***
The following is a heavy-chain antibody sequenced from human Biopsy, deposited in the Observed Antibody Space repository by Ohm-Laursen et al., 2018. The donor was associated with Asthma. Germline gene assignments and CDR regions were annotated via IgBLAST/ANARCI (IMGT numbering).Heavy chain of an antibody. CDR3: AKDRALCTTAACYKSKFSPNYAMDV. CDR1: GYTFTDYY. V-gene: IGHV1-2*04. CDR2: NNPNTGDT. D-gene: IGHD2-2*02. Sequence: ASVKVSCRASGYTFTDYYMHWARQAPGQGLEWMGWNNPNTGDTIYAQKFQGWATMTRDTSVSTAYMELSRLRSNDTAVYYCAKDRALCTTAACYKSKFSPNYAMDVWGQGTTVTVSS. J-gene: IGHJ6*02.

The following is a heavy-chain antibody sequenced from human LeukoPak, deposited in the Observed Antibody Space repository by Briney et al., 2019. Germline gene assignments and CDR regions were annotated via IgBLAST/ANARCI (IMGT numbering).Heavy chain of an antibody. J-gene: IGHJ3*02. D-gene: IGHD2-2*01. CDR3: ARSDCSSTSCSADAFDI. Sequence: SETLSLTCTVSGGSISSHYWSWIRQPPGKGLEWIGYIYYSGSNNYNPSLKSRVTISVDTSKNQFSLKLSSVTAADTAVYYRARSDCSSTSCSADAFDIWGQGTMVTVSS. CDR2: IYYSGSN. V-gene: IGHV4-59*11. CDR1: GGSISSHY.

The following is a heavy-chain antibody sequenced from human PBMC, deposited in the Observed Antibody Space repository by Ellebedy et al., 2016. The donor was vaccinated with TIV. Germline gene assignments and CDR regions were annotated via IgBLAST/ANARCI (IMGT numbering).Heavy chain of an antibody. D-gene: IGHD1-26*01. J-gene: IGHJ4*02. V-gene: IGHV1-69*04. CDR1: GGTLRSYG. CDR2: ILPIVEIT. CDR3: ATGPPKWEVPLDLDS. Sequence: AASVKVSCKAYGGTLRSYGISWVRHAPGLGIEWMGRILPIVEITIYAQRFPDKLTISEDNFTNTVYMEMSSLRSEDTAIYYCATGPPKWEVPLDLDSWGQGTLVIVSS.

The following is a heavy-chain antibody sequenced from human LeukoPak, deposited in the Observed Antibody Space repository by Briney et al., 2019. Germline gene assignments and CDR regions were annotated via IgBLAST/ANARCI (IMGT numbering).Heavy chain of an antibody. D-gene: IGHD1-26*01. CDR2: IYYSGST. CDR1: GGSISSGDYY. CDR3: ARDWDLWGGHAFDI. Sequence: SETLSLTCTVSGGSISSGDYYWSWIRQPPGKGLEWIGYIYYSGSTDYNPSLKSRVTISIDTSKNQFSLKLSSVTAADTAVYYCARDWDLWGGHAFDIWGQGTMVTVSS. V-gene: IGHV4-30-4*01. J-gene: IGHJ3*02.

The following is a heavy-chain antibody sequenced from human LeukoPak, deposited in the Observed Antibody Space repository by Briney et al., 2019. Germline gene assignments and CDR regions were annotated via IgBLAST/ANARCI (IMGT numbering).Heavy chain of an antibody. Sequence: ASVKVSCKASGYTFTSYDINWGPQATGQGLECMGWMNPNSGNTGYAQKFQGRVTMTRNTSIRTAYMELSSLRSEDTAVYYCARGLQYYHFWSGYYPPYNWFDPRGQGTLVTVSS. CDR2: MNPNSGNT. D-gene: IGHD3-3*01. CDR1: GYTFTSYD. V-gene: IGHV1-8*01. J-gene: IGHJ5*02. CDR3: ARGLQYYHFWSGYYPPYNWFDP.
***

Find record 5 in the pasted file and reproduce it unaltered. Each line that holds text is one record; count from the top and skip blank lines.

The following is a heavy-chain antibody sequenced from human LeukoPak, deposited in the Observed Antibody Space repository by Briney et al., 2019. Germline gene assignments and CDR regions were annotated via IgBLAST/ANARCI (IMGT numbering).Heavy chain of an antibody. Sequence: ASVKVSCKASGYTFTSYDINWGPQATGQGLECMGWMNPNSGNTGYAQKFQGRVTMTRNTSIRTAYMELSSLRSEDTAVYYCARGLQYYHFWSGYYPPYNWFDPRGQGTLVTVSS. CDR2: MNPNSGNT. D-gene: IGHD3-3*01. CDR1: GYTFTSYD. V-gene: IGHV1-8*01. J-gene: IGHJ5*02. CDR3: ARGLQYYHFWSGYYPPYNWFDP.